Caught Off Guard
The year is 1980. I’m in my early twenties. I have been given the enormous responsibility of creating a brand new agency in Holyoke. This agency will serve four young women with severe disabilities residing in a state institution in Belchertown.
It’s early days in the community living movement. The stakes are high. We’re working to prove that all people with disabilities—no matter how severe—can have quality lives in the community. On a personal level, this is my first really big professional challenge. In fact, if I think too hard about what I’ve taken on, I’ll probably panic.
There’s an evening meeting with people from DDS and other providers. I show up wearing a tank top and mini skirt, not expecting to do more than listen and learn. I sit in the corner of the room, feeling out of my element and uncomfortable, surrounded by people older and more senior.
My DDS program manager, who is also one of my mentors, sits near me. The meeting facilitator asks for an update on the formation of the agency. I expect my mentor to handle the update but instead she turns to me and and says, “Why don’t you?” I remember standing up but the rest is a blur. I have no idea what I said. I only remember being completely unprepared.
Meetings Matter to Your Reputation
No matter where you are in your career, you will probably attend meetings where you feel out of your element.
Maybe it’s a meeting with people who are famous or more senior than you, people you admire and look up to.
Or it’s with people who have influence over your future, such as a hiring committee, or your board.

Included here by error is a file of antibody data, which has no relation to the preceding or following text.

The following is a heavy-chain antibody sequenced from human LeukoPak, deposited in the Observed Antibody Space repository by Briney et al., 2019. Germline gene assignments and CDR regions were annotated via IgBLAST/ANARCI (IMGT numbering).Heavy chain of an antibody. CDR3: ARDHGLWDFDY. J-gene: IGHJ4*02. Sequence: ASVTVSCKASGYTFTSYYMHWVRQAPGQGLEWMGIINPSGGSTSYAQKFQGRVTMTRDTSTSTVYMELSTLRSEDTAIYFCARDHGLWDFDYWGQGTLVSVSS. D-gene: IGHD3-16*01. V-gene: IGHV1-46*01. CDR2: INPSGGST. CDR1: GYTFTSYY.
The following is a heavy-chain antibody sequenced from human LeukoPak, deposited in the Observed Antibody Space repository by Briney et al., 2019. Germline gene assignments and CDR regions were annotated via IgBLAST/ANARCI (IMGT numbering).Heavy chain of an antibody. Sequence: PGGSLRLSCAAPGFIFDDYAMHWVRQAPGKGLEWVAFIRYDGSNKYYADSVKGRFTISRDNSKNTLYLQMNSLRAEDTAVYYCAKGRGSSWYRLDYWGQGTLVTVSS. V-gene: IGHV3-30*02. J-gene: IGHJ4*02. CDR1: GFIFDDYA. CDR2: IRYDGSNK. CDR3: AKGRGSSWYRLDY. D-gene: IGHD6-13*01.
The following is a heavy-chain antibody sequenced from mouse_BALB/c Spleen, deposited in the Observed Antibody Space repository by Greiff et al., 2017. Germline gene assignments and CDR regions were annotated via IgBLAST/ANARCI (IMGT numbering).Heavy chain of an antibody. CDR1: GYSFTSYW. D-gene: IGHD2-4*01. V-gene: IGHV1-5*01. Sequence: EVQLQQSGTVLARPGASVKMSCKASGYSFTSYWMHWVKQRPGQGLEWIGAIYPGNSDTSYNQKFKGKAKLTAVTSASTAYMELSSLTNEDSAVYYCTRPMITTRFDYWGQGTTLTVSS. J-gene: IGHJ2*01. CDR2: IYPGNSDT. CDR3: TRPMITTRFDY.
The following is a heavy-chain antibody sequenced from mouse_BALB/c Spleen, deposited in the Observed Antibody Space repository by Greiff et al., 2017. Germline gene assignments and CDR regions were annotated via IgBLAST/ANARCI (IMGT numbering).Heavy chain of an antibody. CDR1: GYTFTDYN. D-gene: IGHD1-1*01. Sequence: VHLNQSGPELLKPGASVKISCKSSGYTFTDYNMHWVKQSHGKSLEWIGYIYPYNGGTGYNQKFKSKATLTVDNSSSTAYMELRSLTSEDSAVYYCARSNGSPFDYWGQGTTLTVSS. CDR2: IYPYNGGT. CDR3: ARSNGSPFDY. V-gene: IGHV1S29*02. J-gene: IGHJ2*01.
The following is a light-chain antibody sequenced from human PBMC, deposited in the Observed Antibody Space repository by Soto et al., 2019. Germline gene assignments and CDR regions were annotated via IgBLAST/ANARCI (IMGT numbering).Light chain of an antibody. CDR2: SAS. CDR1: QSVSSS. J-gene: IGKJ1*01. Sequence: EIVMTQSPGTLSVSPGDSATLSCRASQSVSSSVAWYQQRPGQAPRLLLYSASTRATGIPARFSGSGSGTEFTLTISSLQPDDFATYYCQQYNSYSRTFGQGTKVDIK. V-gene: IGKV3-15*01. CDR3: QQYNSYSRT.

It can even be a regular meeting with people you deal with all the time but for some reason, today there are some weird dynamics that you can’t make sense of.
Even if you’re not leading the meeting, how you behave in those situations has an effect on your reputation. Do you blurt out the first thing that comes to mind to break an awkward silence? Or play it safe and keep quiet the whole meeting, trying to cause as little damage as possible?
How you show up affects whether you’re seen as a valuable participant, someone sought out for their contribution. It has an impact on your reputation as a leader.
80% of Success is Just Showing Up? Really?
Spending time in advance to establish context and content can go a long way toward preparing you to participate confidently and productively. Woody Allen famously said 80% of success is just showing up. Actually, I don’t believe that’s true. Why just show up--why tolerate anxiety, uncertainty, self doubt and judgment--when you can feel more confident by spending less than an hour preparing?
I’ve come a long way from that 1979 meeting where I thought I could just show up. I’ve attended hundreds, maybe thousands, of meetings over the years. I’ve found that the best way to be able to contribute effectively is to prepare:
- Gather as much information as you can about the Context: What is the purpose and agenda of the meeting? Who will be there? What are they interested in? What are the unwritten rules? What's the format, room set up?
- Clearly define what Content you want to offer: What’s my personal purpose for participating in this meeting? What three points do I want to make? How do I link those points to the interests of the other participants?
Think about the next meeting you will be attending. It doesn’t matter if it’s a public hearing, a regular staff meeting or a phone call with colleagues. How can you familiarize yourself in advance with the unwritten rules, learn what you need to do to make the best possible contribution?
If you take just a little bit of time to prepare before the meeting, I promise you’ll enhance your reputation and be sought out as a valuable contributor.
Want some help preparing for an upcoming meeting or presentation? Consider scheduling a coaching session or two to get your thoughts in order. Contact me if you'd like more information.